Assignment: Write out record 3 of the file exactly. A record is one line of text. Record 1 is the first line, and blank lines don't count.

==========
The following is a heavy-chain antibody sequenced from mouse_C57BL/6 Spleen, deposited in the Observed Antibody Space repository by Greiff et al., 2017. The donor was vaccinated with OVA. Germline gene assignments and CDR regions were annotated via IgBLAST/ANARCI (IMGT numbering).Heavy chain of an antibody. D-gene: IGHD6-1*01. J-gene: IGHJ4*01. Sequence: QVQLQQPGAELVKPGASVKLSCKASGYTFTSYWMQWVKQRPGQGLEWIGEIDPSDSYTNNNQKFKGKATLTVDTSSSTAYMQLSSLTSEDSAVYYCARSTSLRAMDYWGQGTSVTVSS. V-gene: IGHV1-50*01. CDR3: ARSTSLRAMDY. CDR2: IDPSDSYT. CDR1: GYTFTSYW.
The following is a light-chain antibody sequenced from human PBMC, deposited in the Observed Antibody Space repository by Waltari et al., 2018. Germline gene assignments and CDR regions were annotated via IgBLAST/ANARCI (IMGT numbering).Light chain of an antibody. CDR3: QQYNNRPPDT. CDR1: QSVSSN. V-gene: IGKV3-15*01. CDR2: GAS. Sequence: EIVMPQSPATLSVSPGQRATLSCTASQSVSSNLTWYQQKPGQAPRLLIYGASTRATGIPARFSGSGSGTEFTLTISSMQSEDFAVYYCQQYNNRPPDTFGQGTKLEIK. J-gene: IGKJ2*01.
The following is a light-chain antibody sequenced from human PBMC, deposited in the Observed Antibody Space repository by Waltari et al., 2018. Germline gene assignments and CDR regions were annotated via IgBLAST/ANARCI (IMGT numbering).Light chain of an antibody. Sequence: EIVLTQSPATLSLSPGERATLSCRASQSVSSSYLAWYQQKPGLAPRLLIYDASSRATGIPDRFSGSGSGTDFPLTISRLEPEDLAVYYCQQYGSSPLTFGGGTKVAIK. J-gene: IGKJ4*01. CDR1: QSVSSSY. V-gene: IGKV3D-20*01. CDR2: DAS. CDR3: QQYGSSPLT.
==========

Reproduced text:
The following is a light-chain antibody sequenced from human PBMC, deposited in the Observed Antibody Space repository by Waltari et al., 2018. Germline gene assignments and CDR regions were annotated via IgBLAST/ANARCI (IMGT numbering).Light chain of an antibody. Sequence: EIVLTQSPATLSLSPGERATLSCRASQSVSSSYLAWYQQKPGLAPRLLIYDASSRATGIPDRFSGSGSGTDFPLTISRLEPEDLAVYYCQQYGSSPLTFGGGTKVAIK. J-gene: IGKJ4*01. CDR1: QSVSSSY. V-gene: IGKV3D-20*01. CDR2: DAS. CDR3: QQYGSSPLT.